Another major question mark causing consternation for undocumented students is what happens to those who are already going through deportation proceedings, Sanchez said. And while USSA is doing everything it can to spread information, the “know-your-rights aspect” is still missing. But for now, all they can do is hope those protections and other procedures all become clear once the order takes effect.
“There has been confusion generally,” Sanchez said. “It definitely doesn’t change the overall strategy to push for the federal DREAM Act. I think folks still see this as a temporary solution to a much larger issue.”
Herrera is in a particularly unusual situation. While not technically a legal resident, Herrera was adopted by relatives who are U.S. citizens when her mother, after bringing Herrera to the country from Mexico, decided to go back but her daughter didn’t want to leave. (Both Herrera and Martinez credit their ability to attend college in part to the U.S. Education Department’s GEAR UP program, which awards grants to low-income students to attend college.)
Herrera first applied for legal residency in 2004. After a few paperwork mix-ups with the lawyers, her application was finally approved five years later. Now, she’s putting off the final step: filing for a change of legal status, where she must either prove how she entered the country or return to Mexico to ask for a pardon. Because she didn’t have the proper documentation when entering the country, Herrera is afraid she’ll have to show who she was with.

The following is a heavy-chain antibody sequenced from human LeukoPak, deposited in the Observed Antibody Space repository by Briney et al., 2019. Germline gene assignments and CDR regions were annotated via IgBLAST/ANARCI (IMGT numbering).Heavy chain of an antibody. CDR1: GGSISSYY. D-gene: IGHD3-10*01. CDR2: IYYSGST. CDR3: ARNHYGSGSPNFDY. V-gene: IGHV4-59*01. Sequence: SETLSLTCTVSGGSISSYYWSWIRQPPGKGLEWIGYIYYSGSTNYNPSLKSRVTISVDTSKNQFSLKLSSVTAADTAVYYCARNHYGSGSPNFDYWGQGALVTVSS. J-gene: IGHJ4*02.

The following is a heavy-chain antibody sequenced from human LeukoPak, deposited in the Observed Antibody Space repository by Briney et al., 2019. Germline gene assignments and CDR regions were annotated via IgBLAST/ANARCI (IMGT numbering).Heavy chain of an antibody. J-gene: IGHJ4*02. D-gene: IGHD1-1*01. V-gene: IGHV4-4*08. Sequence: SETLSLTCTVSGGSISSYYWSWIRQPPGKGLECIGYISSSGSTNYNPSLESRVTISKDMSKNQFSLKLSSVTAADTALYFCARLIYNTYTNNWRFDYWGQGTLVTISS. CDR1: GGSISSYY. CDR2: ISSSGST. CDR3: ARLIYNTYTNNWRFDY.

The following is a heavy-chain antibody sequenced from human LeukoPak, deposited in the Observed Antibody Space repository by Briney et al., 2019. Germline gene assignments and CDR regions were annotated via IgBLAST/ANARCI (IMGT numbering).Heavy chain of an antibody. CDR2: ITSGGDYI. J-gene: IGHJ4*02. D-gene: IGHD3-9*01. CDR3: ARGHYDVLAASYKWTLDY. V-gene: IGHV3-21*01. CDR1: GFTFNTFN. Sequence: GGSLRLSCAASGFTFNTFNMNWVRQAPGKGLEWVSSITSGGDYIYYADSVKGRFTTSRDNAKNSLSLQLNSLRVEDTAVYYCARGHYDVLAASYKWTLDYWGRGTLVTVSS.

“There’s that fear where I don’t want to implicate who brought me into the country,” Herrera said. “I waited for so long that I’m scared to confront. So it’s something that I’ve been postponing, but I guess now with the executive order, it also brings me the confidence to actually pursue that.”
A graduate student studying public administration, Herrera isn’t sure yet what career she would pursue if she is approved for residency or a work permit. Those who can’t find work take different paths, Nelsen said. Some continue on to graduate school, “trying to delay it as long as they possibly can.” Some move north to Canada, where they can work legally. Many try to find work as contract employees.
But Obama’s new policy could make a world of difference for students like the one who worked on graphic design for the Pan American administration. Despite having known her for several years, Nelsen was not aware that she was undocumented until he went to give her a hug at graduation two years ago.
“I asked her, ‘What are your plans for the future?’ and she started to cry. She said, ‘I have no future,’ because she was graduating that day without the possibility of having a job,” Nelsen said. “We invested in them to get a high school education. Why would we stop investing now?”